Nick Blakely, Not Forgotten

Two years after his death, Hatter football player Nick Blakely continues to leave an impact on his community

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Nick Blakely, Not Forgotten

Stetson University remembers Nick Blakely. Photo courtesy of Stetson University Athletics.

Stetson University remembers Nick Blakely. Photo courtesy of Stetson University Athletics.

Stetson University remembers Nick Blakely. Photo courtesy of Stetson University Athletics.

Stetson University remembers Nick Blakely. Photo courtesy of Stetson University Athletics.

Ihsaan Fanusie, Sports Editor

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“Nick was a very valued member of the university, of the team, and everyone loved him.”

On Aug. 28, 2017, during a routine football practice, the unthinkable happened. Stetson linebacker Nick Blakely passed out on the field and never woke up.

Beloved by his teammates, coaches, friends, and family, Blakely passed away at age 19 on that same day. An autopsy later revealed that he died from an enlarged heart.

 

Since then a lawsuit has been filed on behalf of Blakely’s mother, Michelle Wilson, against the school. The lawsuit alleges a failure of Stetson football to take appropriate safety measures when presented with health concerns from Blakely.

 

Wilson’s lawsuit totals over $15,000 for damages including “the loss of support and services of her son, mental pain and suffering, and medical and funeral expenses.”

 

The lawsuit alleges that Blakely was required to participate in trainings and practices throughout the day despite being on certain cough medications for the symptoms of his condition. According to the lawsuit, coaches and trainers continued to push him physically even after Blakely complained of problems.

 

An attorney was hired to represent the school and it’s defendants. Richard Ramsey, who could not be reached for an interview, gave a statement to the Daytona Beach News-Journal: “On behalf of the university, I would like to express to Nick’s parents that everyone involved with this, from administration, to trainers, to the football staff are, and continue to be, incredibly saddened by Nick’s loss. Nick was a very valued member of the university, of the team, and everyone loved him.”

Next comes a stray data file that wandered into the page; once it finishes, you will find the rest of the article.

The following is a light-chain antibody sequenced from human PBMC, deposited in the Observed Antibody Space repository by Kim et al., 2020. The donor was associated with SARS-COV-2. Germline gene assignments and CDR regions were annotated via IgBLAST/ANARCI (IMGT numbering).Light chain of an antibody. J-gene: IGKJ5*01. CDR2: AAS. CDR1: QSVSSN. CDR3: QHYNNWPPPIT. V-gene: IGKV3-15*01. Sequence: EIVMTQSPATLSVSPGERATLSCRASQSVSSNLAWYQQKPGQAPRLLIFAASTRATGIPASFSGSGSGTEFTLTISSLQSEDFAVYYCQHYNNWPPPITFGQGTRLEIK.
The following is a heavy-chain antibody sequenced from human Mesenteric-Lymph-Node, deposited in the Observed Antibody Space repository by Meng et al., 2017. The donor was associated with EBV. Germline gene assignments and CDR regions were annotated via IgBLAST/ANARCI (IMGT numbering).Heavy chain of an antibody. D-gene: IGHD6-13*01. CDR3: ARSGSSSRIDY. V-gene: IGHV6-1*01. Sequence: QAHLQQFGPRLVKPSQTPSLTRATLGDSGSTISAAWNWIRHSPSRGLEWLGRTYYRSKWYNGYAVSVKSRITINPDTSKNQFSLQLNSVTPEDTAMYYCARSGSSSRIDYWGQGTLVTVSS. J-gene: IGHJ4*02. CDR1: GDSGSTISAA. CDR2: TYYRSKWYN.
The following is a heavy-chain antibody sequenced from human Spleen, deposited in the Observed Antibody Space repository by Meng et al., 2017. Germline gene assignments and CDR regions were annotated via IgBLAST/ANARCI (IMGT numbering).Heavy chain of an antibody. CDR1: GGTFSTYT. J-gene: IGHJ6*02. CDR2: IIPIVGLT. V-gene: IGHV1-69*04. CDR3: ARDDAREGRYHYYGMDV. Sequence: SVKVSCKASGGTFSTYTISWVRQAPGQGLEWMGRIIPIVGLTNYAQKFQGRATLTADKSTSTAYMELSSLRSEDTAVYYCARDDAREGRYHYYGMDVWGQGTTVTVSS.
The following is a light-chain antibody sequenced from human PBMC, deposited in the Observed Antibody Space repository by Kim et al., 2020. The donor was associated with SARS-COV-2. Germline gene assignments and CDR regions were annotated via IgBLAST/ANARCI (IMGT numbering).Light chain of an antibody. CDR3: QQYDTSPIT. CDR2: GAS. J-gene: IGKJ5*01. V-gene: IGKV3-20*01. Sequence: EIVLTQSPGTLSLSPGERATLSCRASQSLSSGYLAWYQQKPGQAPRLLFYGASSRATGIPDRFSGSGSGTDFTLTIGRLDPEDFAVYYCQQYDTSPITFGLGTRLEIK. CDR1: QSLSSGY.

“However, the allegations in this complaint are extremely inaccurate. The allegations about what happened that day, about what is required by the NCAA, about how people responded to Nick’s emergency are completely untrue. We are regretful that the lawsuit was filed, and we will make sure that, although we will come up with a rigorous defense to allegations that are not true, we do nothing to sully or tarnish the image of Nick Blakely.”

 

Head coach Roger Hughes said in an interview with the News-Journal: “the No. 1 thing is to not let this tarnish Nick’s memory. I don’t think there’s any doubt that while he’s not here with us physically, he’s absolutely with this team in spirit.

 

In the aftermath of Blakely’s passing, certain measures have been put in place to prevent a similar tragedy from occurring again.

 

Earlier this year, Senate Bill 60 was signed into state law by Georgia governor Brian Kemp (Blakely was a graduate of Archer High School in Gwinnett County, Georgia). The bill, which is named for both Blakely and Jeremy Nelson, a middle school student who died during a recreational basketball game, requires that student athletes be taught the warning signs of cardiac arrest.

 

Michelle Wilson founded the Nick Blakely Foundation, a 501(c)(3) organization dedicated to advancing awareness about cardiac arrest and providing schools with the resources to address it for student athletes, in her son’s honor.

 

The latest developments in the lawsuit have not yet been released. Stay tuned for updates and more information on this story.